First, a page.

By Adam Brinklow
Bishop Desmond Tutu just told God to go to hell.
No, wait, that’s not quite right: What he actually said was that he’d tell God he’d rather go to hell than go to a heaven that excluded gays. “I would refuse to go to a homophobic heaven. I’d say sorry, I’d much rather go to that other place,” Tutu said to reporters in Cape Town, who were there covering the kickoff of the UN’s Free and Equal campaign to promote equal rights and end discrimination worldwide, particularly in those countries where being gay is still a prosecuted crime.
We’ve got to hand it to the bishop: Lots of brave people have laid down their freedom and even their lives in the name of equality, but Tutu might be the first person to actively commit to sacrificing his soul. Of course, that he brought it up in the first place means he’s probably pretty confident that it won’t come to that.
As Tutu himself pointed out, it would have been downright out of character for him to take any other position: “Can you imagine me having said it’s unjust to penalize someone for their race or gender and then to keep quiet when people are hounded because of their sexual orientation? I think it’s as utterly unjust as racism ever was,” reported the Associated Press.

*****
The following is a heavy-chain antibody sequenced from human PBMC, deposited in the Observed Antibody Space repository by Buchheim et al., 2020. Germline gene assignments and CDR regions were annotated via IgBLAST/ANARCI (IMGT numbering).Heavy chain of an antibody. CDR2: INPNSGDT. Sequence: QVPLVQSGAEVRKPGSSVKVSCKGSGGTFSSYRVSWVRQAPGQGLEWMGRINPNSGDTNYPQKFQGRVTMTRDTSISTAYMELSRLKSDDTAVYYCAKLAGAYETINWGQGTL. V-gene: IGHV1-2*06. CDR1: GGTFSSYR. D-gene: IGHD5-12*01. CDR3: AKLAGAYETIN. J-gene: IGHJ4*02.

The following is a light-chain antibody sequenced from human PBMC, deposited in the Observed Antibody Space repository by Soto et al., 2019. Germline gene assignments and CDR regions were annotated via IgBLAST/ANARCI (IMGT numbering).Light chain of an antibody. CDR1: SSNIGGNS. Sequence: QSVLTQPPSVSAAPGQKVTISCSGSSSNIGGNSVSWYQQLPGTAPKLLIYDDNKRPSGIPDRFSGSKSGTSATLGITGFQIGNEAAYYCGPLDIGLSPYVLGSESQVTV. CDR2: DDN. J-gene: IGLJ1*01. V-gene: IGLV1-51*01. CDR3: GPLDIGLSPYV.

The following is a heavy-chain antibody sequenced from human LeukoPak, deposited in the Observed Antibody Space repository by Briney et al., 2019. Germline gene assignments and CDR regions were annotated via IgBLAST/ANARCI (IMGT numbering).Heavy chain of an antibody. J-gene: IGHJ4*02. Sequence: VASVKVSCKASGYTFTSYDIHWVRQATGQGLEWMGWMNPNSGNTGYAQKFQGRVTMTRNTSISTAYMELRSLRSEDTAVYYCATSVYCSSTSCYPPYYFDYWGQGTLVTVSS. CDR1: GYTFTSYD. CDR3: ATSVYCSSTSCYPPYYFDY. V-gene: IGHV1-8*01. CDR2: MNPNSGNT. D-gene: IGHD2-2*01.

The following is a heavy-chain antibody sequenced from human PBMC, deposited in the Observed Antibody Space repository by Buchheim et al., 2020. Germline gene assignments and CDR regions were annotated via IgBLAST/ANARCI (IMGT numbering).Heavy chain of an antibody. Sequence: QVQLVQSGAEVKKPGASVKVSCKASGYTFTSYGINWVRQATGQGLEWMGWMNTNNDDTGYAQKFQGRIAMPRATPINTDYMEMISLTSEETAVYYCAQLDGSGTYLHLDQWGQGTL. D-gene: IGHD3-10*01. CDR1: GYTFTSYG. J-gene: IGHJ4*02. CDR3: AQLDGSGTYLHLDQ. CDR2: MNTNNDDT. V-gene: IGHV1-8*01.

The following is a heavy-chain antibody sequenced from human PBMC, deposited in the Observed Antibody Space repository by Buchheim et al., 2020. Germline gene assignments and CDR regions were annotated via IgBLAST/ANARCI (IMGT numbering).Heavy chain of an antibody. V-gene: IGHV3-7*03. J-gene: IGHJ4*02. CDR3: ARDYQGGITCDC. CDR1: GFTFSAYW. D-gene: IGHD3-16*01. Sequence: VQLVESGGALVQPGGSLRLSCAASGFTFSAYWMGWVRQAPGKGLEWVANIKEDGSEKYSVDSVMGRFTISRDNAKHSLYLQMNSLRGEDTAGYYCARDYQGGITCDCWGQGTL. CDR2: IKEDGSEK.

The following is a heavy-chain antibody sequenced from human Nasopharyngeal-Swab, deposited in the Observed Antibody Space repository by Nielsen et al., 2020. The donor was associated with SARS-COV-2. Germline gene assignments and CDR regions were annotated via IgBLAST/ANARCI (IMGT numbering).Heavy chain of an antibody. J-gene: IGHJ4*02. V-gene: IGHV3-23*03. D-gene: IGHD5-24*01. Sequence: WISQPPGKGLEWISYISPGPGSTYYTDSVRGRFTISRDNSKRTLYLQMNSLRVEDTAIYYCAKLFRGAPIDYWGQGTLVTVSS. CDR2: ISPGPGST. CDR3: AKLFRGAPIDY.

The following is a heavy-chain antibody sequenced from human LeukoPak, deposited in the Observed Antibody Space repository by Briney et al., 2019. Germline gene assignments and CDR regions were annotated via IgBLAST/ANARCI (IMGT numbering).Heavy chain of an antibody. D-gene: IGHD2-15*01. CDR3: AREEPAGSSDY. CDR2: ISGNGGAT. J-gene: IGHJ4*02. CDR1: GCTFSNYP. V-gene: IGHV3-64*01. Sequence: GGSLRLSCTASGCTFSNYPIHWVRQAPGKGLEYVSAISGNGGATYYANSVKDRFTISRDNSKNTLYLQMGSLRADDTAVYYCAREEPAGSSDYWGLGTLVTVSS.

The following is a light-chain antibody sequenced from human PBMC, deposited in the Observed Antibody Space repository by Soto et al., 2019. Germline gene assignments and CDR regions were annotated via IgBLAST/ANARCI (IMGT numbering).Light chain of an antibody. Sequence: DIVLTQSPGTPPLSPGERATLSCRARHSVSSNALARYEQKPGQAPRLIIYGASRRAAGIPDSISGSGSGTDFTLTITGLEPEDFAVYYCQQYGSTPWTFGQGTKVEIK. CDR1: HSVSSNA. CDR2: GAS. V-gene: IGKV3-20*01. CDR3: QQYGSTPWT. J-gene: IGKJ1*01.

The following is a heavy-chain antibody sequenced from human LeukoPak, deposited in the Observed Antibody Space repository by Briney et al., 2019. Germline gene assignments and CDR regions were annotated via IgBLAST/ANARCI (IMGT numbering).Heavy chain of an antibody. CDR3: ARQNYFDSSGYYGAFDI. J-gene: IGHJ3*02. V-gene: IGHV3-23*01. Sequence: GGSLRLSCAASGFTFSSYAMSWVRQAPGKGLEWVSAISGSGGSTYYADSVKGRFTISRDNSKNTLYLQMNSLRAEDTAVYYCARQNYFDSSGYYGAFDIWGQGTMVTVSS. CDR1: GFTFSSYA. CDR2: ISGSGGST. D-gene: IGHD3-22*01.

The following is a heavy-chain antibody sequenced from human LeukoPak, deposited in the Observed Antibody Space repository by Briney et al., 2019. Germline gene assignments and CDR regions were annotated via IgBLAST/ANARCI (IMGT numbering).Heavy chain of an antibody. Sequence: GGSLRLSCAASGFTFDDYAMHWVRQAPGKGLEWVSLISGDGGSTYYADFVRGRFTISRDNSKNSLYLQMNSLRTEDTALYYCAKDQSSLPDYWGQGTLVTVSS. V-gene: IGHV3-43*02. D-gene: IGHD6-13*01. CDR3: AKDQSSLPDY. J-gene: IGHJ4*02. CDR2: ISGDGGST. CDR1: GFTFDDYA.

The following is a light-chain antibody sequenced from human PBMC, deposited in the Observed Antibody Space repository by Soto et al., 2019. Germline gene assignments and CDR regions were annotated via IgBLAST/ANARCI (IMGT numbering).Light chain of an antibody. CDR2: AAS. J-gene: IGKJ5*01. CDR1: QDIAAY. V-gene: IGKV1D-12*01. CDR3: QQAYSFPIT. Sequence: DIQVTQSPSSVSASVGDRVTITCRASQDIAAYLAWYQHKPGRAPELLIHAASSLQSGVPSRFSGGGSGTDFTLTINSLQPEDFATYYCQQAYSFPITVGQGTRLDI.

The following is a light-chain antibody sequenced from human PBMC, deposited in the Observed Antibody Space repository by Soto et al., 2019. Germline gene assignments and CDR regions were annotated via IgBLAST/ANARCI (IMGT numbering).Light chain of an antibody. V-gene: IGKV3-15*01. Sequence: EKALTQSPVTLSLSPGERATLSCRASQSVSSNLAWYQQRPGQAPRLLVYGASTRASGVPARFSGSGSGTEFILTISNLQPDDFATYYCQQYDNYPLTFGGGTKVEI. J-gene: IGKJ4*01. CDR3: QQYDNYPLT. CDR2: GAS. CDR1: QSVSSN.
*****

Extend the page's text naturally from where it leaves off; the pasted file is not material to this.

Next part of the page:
Though South Africa may be famous for its long and successful struggle against institutionalized racism two decades ago, Tutu’s home country’s record on LGBT rights would have to markedly improve to even qualify as dismal. Human Rights Watch called anti-gay violence in South Africa “epidemic” two years ago. Sexual assault against lesbians, known by the queasy term “corrective rape,” routinely shocks other nations. And yet, South Africa adopted a constitutional ban against homophobic discrimination nearly 20 years ago. But as it turns out, a fair government does not an equal society make.